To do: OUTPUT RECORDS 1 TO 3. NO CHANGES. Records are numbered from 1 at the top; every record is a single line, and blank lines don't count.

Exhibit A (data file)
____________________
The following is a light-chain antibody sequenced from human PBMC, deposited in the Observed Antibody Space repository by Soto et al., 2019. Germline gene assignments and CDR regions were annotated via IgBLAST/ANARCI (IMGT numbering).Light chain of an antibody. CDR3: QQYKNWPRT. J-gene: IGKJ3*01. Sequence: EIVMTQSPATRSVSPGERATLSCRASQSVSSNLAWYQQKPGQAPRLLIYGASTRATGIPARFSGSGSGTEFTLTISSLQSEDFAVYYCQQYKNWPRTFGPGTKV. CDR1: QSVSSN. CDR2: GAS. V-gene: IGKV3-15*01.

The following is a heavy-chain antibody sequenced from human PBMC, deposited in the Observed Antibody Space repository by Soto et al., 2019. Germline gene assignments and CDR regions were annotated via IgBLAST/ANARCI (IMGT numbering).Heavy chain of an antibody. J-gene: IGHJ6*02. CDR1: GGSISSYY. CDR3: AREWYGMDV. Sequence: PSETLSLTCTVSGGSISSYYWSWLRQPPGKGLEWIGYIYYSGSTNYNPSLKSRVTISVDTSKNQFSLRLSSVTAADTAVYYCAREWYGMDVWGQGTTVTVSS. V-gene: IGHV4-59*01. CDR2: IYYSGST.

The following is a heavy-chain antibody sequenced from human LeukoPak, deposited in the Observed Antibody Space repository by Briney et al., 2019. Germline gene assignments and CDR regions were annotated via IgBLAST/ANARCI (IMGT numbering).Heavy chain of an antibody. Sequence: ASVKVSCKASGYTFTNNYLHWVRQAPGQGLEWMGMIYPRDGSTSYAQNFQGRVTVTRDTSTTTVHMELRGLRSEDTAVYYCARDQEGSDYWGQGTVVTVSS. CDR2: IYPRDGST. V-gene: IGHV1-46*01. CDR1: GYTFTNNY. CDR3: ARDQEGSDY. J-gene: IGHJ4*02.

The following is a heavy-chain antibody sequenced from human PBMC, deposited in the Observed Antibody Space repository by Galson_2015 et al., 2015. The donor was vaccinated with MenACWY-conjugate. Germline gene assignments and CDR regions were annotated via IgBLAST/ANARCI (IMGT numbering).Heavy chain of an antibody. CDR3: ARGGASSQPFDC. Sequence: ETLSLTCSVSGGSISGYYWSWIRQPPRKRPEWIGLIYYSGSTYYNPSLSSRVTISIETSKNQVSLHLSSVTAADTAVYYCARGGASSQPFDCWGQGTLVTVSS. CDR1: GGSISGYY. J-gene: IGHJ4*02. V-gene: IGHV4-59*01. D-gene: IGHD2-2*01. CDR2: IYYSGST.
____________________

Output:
The following is a light-chain antibody sequenced from human PBMC, deposited in the Observed Antibody Space repository by Soto et al., 2019. Germline gene assignments and CDR regions were annotated via IgBLAST/ANARCI (IMGT numbering).Light chain of an antibody. CDR3: QQYKNWPRT. J-gene: IGKJ3*01. Sequence: EIVMTQSPATRSVSPGERATLSCRASQSVSSNLAWYQQKPGQAPRLLIYGASTRATGIPARFSGSGSGTEFTLTISSLQSEDFAVYYCQQYKNWPRTFGPGTKV. CDR1: QSVSSN. CDR2: GAS. V-gene: IGKV3-15*01.

The following is a heavy-chain antibody sequenced from human PBMC, deposited in the Observed Antibody Space repository by Soto et al., 2019. Germline gene assignments and CDR regions were annotated via IgBLAST/ANARCI (IMGT numbering).Heavy chain of an antibody. J-gene: IGHJ6*02. CDR1: GGSISSYY. CDR3: AREWYGMDV. Sequence: PSETLSLTCTVSGGSISSYYWSWLRQPPGKGLEWIGYIYYSGSTNYNPSLKSRVTISVDTSKNQFSLRLSSVTAADTAVYYCAREWYGMDVWGQGTTVTVSS. V-gene: IGHV4-59*01. CDR2: IYYSGST.

The following is a heavy-chain antibody sequenced from human LeukoPak, deposited in the Observed Antibody Space repository by Briney et al., 2019. Germline gene assignments and CDR regions were annotated via IgBLAST/ANARCI (IMGT numbering).Heavy chain of an antibody. Sequence: ASVKVSCKASGYTFTNNYLHWVRQAPGQGLEWMGMIYPRDGSTSYAQNFQGRVTVTRDTSTTTVHMELRGLRSEDTAVYYCARDQEGSDYWGQGTVVTVSS. CDR2: IYPRDGST. V-gene: IGHV1-46*01. CDR1: GYTFTNNY. CDR3: ARDQEGSDY. J-gene: IGHJ4*02.